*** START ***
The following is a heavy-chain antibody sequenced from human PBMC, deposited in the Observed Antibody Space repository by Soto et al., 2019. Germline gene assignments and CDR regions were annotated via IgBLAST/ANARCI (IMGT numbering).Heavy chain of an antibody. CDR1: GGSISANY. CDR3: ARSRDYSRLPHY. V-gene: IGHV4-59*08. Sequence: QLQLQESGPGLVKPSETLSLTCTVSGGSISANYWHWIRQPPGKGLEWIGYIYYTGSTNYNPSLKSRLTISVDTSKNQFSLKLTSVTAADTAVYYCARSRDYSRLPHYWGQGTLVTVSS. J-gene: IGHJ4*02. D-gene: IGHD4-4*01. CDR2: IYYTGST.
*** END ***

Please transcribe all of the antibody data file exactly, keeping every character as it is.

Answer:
The following is a heavy-chain antibody sequenced from human PBMC, deposited in the Observed Antibody Space repository by Soto et al., 2019. Germline gene assignments and CDR regions were annotated via IgBLAST/ANARCI (IMGT numbering).Heavy chain of an antibody. CDR1: GGSISANY. CDR3: ARSRDYSRLPHY. V-gene: IGHV4-59*08. Sequence: QLQLQESGPGLVKPSETLSLTCTVSGGSISANYWHWIRQPPGKGLEWIGYIYYTGSTNYNPSLKSRLTISVDTSKNQFSLKLTSVTAADTAVYYCARSRDYSRLPHYWGQGTLVTVSS. J-gene: IGHJ4*02. D-gene: IGHD4-4*01. CDR2: IYYTGST.